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SCIENTIFIC AMERICAN “SKEPTIC” COLUMN FOR MAY 2017

On Witches and Terrorists: Why Torture Doesn’t Work

As recounted by author and journalist Daniel P. Mannix, during the European witch craze the Duke of Brunswick in Germany invited two Jesuit scholars to oversee the Inquisition’s use of torture to extract information from accused witches. “The Inquisitors are doing their duty. They are arresting only people who have been implicated by the confession of other witches,” the Jesuits re ported. The duke was skeptical. Suspecting that people will say anything to stop the pain, he invited the Jesuits to join him at the local dungeon to witness a woman being stretched on a rack. “Now, woman, you are a confessed witch,” he began. “I suspect these two men of being warlocks. What do you say? Another turn of the rack, executioners.” The Jesuits couldn’t believe what they heard next. “No, no!” the woman groaned. “You are quite right. I have often seen them at the Sabbat. They can turn themselves into goats, wolves and other animals…. Several witches have had children by them. One woman even had eight children whom these men fathered. The children had heads like toads and legs like spiders.” Turning to the flabbergasted Jesuits, the duke inquired, “Shall I put you to the torture until you confess?”

Scientific American (cover)

One of these Jesuits was Friedrich Spee, who responded to this poignant experiment on the psychology of torture by publishing a book in 1631 entitled Cautio Criminalis, which played a role in bringing about the end of the witch mania and demonstrating why torture as a tool to obtain useful information doesn’t work. This is why, in addition to its inhumane elements, it is banned in all Western nations, including the U.S., whose Eighth Amendment of the Constitution prohibits “cruel and unusual punishments.” […]

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Houdini’s Final Incredible Secret
SKEPTICALITY EPISODE 285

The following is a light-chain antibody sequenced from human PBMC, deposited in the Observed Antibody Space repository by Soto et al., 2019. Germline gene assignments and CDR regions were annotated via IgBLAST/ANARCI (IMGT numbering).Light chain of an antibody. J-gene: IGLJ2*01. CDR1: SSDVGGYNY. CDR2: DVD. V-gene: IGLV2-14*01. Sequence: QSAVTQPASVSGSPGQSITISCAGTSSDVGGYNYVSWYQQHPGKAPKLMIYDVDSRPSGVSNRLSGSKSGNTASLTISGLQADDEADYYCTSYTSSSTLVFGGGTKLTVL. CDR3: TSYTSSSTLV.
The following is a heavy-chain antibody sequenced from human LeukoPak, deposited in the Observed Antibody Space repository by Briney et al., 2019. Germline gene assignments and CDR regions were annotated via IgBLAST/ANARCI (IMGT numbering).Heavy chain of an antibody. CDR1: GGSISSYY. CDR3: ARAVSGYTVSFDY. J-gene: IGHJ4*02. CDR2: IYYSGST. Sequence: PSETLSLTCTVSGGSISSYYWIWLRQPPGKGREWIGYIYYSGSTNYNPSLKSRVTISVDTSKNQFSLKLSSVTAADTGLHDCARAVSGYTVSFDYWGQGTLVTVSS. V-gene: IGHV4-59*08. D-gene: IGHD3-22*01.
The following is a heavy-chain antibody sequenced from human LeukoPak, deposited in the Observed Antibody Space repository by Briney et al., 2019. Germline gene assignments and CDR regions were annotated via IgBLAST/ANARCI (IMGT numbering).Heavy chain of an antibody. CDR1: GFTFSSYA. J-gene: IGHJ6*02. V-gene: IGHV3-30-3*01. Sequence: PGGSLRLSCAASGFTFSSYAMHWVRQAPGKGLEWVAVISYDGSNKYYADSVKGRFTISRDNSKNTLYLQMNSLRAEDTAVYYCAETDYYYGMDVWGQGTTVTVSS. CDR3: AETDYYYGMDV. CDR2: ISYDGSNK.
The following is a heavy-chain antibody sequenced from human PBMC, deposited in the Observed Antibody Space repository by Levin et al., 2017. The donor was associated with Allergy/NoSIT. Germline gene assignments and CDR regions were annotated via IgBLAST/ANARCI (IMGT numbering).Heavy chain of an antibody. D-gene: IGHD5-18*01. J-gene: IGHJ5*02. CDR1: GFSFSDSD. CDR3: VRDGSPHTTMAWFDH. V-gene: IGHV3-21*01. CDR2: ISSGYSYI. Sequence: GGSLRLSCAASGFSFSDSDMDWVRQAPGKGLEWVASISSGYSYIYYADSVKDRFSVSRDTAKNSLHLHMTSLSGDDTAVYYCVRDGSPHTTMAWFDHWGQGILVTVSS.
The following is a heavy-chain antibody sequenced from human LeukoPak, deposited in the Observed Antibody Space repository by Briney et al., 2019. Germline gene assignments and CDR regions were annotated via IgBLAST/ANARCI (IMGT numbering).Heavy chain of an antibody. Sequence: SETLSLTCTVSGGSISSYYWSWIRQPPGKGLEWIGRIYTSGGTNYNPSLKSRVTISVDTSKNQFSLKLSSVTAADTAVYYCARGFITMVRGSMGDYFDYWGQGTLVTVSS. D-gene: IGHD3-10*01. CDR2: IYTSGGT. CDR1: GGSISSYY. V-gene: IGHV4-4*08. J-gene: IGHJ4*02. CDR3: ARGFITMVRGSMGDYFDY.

In this episode of Skepticality, Derek talks with Bob Loomis, librarian at the Magic Circle, and scholar of the history of stage illusion. His latest work is the book Houdini’s Final Incredible Secret: How Houdini Mystified Sherlock Holmes’ Creator, which is a detailed account of Bob’s obsession with figuring out how one trick was performed.

Houdini's Final Incredible Secret: How Houdini Mystified Sherlock Holmes' Creator

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Spooky Geology
MONSTERTALK EPISODE 128

In this episode, MonsterTalk welcomes back notable skeptic, scientist, researcher and author (and now Podcaster) Sharon Hill. Sharon’s got a new podcast (15 Credibility Street), new science blog (Spooky Geology), and a book coming out later this year. In this discussion we talk about skepticism, science communication and the mysterious phenomena known as The Stone Tape theory of repetitive hauntings.

Jill Greeley (played by Jane Asher) in the The Stone Tape, a 1972 BBC drama by Nigel Kneale.

Jill Greeley (played by Jane Asher) in the The Stone Tape, a 1972 BBC drama by Nigel Kneale. In the movie, Jill can hear sounds and see the apparition of a young woman who apparently had fallen to her death here in the past. Read more about this story.

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SCIENCE SALON #13: JUNE 11 @ 2PM

Dr. Walter Scheidel —The Great Leveler: Violence and the History of Inequality from the Stone Age to the 21st Century

Dr. Walter Scheidel

Are mass violence and catastrophes the only forces that can seriously decrease economic inequality? To judge by thousands of years of history, the answer is yes. Tracing the global history of inequality from the Stone Age to today, the Stanford University historian Walter Scheidel shows that inequality never dies peacefully. Inequality declines when carnage and disaster strike and increases when peace and stability return. The Great Leveler is the first book to chart the crucial role of violent shocks in reducing inequality over the full sweep of human history around the world…

Reserve your seat(s) online or by calling 1-626-794-3119. Online reservation closes Sunday June 11, 2017 at 11am PDT.

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